WASHINGTON -- The Senate muscled its way into President Barack Obama's talks to curb Iran's nuclear program, overwhelmingly backing legislation yesterday that would let Congress review and possibly reject any final deal with Tehran.
The vote was 98-1 for the bipartisan bill that would give Congress a say on what could be a historic accord the United States and five other nations are trying to finalize with Iran. Under the agreement, Iran would roll back its nuclear program in exchange for relief from crippling economy penalties.
The lone "no" vote came from freshman Sen. Tom Cotton (R-Ark.), who wants the administration to submit any agreement to the Senate as a treaty. Under the Constitution, that would require approval of two-thirds of the Senate.
The House is expected to vote next week on the measure.
House Speaker John Boehner (R-Ohio) said in a statement moments after the vote that the "goal is to stop a bad agreement that could pave the way to a nuclear-armed Iran, set off a regional nuclear arms race, and strengthen and legitimize the government of Iran."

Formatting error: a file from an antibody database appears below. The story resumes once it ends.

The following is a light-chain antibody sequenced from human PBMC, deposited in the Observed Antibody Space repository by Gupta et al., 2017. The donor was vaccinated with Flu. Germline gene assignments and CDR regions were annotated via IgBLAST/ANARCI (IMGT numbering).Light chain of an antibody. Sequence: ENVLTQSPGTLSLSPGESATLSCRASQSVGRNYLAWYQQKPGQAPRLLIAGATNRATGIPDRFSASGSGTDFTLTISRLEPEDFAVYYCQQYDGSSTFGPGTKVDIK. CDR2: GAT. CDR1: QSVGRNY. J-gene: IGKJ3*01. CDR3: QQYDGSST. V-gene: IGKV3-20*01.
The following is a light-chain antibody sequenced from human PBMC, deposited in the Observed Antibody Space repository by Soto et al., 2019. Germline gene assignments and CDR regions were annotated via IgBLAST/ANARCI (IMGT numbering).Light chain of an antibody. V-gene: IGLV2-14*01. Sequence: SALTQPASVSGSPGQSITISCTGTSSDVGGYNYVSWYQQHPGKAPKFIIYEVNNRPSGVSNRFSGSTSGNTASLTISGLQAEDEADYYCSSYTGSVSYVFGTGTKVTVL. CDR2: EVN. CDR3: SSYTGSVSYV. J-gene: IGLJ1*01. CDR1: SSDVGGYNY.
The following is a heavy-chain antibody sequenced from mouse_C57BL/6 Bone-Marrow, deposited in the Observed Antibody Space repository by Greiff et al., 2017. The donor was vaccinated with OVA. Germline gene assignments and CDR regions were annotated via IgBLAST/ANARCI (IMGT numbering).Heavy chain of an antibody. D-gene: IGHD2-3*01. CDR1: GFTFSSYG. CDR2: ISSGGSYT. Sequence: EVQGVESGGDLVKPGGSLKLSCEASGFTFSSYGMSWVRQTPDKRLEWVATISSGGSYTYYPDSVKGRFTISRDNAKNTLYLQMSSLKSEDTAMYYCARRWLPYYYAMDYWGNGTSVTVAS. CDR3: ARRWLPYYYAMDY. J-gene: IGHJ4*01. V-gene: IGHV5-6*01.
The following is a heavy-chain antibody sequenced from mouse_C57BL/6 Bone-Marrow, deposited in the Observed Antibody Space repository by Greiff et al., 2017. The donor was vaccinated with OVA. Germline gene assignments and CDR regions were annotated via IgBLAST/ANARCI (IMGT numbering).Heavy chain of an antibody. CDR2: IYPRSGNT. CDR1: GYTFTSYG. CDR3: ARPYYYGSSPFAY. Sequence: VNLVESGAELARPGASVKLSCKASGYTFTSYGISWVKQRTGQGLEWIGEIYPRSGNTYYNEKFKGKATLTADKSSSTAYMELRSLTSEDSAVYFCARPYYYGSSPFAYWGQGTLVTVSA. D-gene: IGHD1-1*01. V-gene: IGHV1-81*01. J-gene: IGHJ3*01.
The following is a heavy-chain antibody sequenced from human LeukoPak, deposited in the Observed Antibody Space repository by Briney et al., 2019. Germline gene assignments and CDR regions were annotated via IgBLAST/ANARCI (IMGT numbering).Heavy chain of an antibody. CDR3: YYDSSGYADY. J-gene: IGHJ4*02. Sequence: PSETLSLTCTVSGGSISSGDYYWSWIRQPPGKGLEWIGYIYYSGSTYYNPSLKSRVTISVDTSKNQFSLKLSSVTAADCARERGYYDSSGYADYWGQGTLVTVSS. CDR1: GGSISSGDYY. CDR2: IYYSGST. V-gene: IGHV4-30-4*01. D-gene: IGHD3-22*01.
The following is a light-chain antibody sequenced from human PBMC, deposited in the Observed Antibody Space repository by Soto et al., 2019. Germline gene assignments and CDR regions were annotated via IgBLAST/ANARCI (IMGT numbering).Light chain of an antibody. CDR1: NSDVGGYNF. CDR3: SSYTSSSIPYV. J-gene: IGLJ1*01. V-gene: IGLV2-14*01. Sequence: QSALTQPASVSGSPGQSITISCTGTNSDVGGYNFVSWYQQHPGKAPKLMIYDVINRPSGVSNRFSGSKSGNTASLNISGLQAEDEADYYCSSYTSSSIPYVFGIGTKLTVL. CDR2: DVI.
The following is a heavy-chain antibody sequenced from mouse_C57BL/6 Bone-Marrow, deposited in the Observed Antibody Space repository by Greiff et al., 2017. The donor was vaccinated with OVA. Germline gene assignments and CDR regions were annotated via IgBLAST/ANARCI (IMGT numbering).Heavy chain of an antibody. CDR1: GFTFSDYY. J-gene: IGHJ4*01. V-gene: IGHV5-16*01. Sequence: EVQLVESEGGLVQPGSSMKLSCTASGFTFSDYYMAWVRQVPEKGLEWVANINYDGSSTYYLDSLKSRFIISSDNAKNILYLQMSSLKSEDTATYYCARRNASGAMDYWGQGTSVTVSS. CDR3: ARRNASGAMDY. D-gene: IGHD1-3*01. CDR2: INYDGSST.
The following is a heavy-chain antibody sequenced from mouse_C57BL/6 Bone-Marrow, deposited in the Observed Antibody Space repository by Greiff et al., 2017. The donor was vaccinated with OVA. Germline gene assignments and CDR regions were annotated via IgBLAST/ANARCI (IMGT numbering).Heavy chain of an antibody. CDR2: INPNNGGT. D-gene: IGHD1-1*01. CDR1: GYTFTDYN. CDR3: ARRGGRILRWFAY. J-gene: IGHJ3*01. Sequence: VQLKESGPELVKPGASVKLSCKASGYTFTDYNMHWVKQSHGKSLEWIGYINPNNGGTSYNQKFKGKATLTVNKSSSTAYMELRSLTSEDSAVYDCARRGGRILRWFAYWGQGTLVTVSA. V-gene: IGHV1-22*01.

White House spokesman Eric Shultz said Obama would sign the bill in its current form. But Shultz added that Obama has made it clear that if amendments are added by the House "that would endanger a deal coming together that prevented Iran from obtaining a nuclear weapon, that we'd oppose it."
Even if Congress rejects his final nuclear deal with Tehran, however, Obama could use his executive pen to offer a hefty portion of sanctions relief on his own. He could take unilateral actions that -- when coupled with European and UN sanctions relief -- would allow a deal to be implemented.
The United States and other nations negotiating with Tehran have long suspected that Iran's nuclear program is secretly aimed at atomic weapons capability. Tehran insists the program is entirely devoted to civilian purposes.